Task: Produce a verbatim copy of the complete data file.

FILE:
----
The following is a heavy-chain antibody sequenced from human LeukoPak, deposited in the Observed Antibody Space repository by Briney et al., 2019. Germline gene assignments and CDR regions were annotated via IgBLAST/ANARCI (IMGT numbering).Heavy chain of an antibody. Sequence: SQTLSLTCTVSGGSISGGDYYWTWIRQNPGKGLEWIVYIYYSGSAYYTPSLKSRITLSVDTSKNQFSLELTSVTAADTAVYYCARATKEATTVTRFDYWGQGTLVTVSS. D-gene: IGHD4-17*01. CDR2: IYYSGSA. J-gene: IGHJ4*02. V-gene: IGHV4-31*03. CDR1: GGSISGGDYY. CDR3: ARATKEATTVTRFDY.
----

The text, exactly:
The following is a heavy-chain antibody sequenced from human LeukoPak, deposited in the Observed Antibody Space repository by Briney et al., 2019. Germline gene assignments and CDR regions were annotated via IgBLAST/ANARCI (IMGT numbering).Heavy chain of an antibody. Sequence: SQTLSLTCTVSGGSISGGDYYWTWIRQNPGKGLEWIVYIYYSGSAYYTPSLKSRITLSVDTSKNQFSLELTSVTAADTAVYYCARATKEATTVTRFDYWGQGTLVTVSS. D-gene: IGHD4-17*01. CDR2: IYYSGSA. J-gene: IGHJ4*02. V-gene: IGHV4-31*03. CDR1: GGSISGGDYY. CDR3: ARATKEATTVTRFDY.